In years-gone-by, I could always count on two food traditions on Easter Day: my mom’s braided Easter bread and a nice Italian cheesecake for dessert – made with ricotta, of course, instead of other cheeses. In Italian, we call it pizza di ricotta – ricotta pie.
The braided bread tradition faded years ago – I can’t say why – but when I walked into my favorite local Italian bread store last weekend and saw them on the counter, I knew I had to order one for the holiday ahead. As for the pizza di ricotta, it continues to grace our Easter table every year.
Traditional ricotta pie is made by mixing ricotta, sugar, cream, lemon juice, baking powder, anisette, and candied citron if desired, and baking it all in a flavored crust. But I was never a fan of the citron or the crust, which was always gushy from the water content of the ricotta. Thankfully, many years ago, my Aunt Ann offered a recipe for a no-crust/no-citron pizza di ricotta.
You may remember Aunt Ann from my second post of this blog. To remind you:
“…she’s the one who cooks furiously and always has something ready to go in the freezer for when 30 people just happen to drop by on a Sunday afternoon. You can find a seven-course meal in her freezer, and you’ll enjoy every bite of it!”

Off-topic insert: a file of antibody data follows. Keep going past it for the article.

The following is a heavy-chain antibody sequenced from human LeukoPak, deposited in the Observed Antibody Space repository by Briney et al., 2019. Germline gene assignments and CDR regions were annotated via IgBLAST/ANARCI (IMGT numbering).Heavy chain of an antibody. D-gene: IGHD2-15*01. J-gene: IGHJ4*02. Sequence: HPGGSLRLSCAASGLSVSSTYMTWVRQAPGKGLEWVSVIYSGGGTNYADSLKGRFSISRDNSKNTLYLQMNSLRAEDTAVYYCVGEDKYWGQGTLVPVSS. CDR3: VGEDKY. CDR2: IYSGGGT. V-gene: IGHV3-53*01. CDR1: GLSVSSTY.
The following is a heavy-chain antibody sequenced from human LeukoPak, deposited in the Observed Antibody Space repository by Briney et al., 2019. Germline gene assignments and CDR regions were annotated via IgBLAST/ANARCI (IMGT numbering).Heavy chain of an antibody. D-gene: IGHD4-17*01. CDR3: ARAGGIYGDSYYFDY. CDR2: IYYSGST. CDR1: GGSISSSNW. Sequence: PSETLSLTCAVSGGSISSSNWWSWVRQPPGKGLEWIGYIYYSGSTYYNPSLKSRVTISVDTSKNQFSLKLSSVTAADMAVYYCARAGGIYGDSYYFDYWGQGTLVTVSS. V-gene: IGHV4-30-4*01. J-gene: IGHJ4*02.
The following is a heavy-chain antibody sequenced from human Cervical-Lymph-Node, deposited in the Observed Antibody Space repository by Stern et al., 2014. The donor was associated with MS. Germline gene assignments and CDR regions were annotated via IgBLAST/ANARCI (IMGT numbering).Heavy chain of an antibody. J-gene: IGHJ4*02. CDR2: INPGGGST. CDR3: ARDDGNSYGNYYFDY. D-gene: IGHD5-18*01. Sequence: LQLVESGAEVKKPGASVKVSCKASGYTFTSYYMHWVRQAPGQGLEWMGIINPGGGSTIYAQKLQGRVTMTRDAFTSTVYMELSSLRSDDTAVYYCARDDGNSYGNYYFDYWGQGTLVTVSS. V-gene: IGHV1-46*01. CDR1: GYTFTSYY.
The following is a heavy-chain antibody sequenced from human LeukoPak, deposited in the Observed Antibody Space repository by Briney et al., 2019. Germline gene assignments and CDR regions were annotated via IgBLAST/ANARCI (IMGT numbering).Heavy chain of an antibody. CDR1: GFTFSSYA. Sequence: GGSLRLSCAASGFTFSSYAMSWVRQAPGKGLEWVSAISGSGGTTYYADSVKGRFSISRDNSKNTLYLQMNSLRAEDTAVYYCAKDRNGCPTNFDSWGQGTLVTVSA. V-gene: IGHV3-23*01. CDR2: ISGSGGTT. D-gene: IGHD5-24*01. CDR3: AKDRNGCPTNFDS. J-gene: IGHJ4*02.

She is the oldest of my mother’s two younger sisters, she is my godmother … and she is a home-taught cook extraordinaire. Did I mention she baked all the Italian cookies for my wedding? Enough to feed 100? She is a good soul and has been a fantastic godmother to me throughout my 45 years. Oh, and look, she’s beautiful too.
I do love tradition, there is no doubt. But even more fun is starting new ones for our children. My friend Stephanie, over at Conversations from the Cul-de-Sac, posed this question in a post last week: “Does everyone put a new swim suit in their kid's Easter baskets or is it just me?” It’s a tradition her mom started and Steph has continued for her beautiful children. Isn’t that just a great idea? Perhaps that is where some traditions originate – from our friends who do cool things.
Other traditions, no doubt, are the result of practicality. For example, several years ago, my nephew and his family came for Easter with their three children. Instead of putting together three separate baskets, I “thought outside the Easter box” and purchased a spring-themed piñata for the kids to break … with candy to share. And they seemed to enjoy it. So last year when our friends and their children joined us for Easter, I did it again! It was at that point that I decided to officially claim it a Boyer Easter tradition … one we will continue each year for our children … and someday for our grandchildren.
We are headed to my brother’s house for Easter this year, and with our new Boyer tradition in mind, the first thing I asked was: “Can I bring the piñata?” My sister-in-law, being a good sport, quickly agreed. In fact … I just got an idea: I’m going to fill the piñata with extra candy – Italian candy that only the adults will like – and bring enough bags for all of us. What fun that will be!!
Easter bread, pizza di ricotta, piñata … salud to traditions old and new, my friends, and Buona Pasqua!
No-Crust Pizza di Ricotta
(Click here to view
and print recipe)